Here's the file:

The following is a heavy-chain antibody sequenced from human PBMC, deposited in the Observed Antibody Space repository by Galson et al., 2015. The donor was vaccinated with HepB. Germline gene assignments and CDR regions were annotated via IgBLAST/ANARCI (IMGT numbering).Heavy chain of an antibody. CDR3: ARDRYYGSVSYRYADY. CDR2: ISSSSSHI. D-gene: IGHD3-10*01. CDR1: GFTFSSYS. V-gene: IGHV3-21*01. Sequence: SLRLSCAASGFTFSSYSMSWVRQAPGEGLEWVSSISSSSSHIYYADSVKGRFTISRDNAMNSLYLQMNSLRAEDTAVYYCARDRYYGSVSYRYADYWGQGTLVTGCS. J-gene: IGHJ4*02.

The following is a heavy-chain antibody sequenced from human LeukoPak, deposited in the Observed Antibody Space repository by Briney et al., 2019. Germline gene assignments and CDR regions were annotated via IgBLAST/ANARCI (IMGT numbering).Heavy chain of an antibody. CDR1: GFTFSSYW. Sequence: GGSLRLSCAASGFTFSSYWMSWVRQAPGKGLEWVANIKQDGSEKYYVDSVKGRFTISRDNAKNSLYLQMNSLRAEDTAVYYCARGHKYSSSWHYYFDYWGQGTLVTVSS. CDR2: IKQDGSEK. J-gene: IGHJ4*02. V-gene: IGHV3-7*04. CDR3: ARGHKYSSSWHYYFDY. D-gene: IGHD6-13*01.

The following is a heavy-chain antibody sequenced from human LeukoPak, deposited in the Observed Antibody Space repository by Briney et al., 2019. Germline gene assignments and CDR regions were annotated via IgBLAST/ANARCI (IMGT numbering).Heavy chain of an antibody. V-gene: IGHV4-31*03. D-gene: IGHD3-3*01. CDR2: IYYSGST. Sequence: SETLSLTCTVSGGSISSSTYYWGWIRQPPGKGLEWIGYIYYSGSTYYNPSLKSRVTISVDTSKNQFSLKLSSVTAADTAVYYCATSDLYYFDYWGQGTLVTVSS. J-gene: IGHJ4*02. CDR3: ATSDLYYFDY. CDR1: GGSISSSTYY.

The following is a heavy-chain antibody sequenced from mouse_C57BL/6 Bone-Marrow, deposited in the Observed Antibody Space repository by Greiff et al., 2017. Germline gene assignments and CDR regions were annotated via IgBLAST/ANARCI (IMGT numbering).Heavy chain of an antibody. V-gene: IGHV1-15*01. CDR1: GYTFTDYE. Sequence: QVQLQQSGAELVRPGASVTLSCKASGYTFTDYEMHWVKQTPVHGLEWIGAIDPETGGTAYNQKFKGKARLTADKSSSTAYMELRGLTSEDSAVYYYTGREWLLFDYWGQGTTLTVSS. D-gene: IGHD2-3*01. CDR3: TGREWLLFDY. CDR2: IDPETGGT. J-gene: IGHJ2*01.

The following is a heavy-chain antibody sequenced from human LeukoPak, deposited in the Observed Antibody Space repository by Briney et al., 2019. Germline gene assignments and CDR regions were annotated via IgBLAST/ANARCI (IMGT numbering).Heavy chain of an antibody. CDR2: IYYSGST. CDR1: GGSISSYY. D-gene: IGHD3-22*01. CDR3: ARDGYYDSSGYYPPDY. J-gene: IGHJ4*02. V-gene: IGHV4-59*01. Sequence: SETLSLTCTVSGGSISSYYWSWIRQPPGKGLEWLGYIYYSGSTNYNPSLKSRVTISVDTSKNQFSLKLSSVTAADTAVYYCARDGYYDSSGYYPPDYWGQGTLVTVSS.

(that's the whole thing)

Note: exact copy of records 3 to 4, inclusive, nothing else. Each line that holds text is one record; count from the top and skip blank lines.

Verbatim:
The following is a heavy-chain antibody sequenced from human LeukoPak, deposited in the Observed Antibody Space repository by Briney et al., 2019. Germline gene assignments and CDR regions were annotated via IgBLAST/ANARCI (IMGT numbering).Heavy chain of an antibody. V-gene: IGHV4-31*03. D-gene: IGHD3-3*01. CDR2: IYYSGST. Sequence: SETLSLTCTVSGGSISSSTYYWGWIRQPPGKGLEWIGYIYYSGSTYYNPSLKSRVTISVDTSKNQFSLKLSSVTAADTAVYYCATSDLYYFDYWGQGTLVTVSS. J-gene: IGHJ4*02. CDR3: ATSDLYYFDY. CDR1: GGSISSSTYY.

The following is a heavy-chain antibody sequenced from mouse_C57BL/6 Bone-Marrow, deposited in the Observed Antibody Space repository by Greiff et al., 2017. Germline gene assignments and CDR regions were annotated via IgBLAST/ANARCI (IMGT numbering).Heavy chain of an antibody. V-gene: IGHV1-15*01. CDR1: GYTFTDYE. Sequence: QVQLQQSGAELVRPGASVTLSCKASGYTFTDYEMHWVKQTPVHGLEWIGAIDPETGGTAYNQKFKGKARLTADKSSSTAYMELRGLTSEDSAVYYYTGREWLLFDYWGQGTTLTVSS. D-gene: IGHD2-3*01. CDR3: TGREWLLFDY. CDR2: IDPETGGT. J-gene: IGHJ2*01.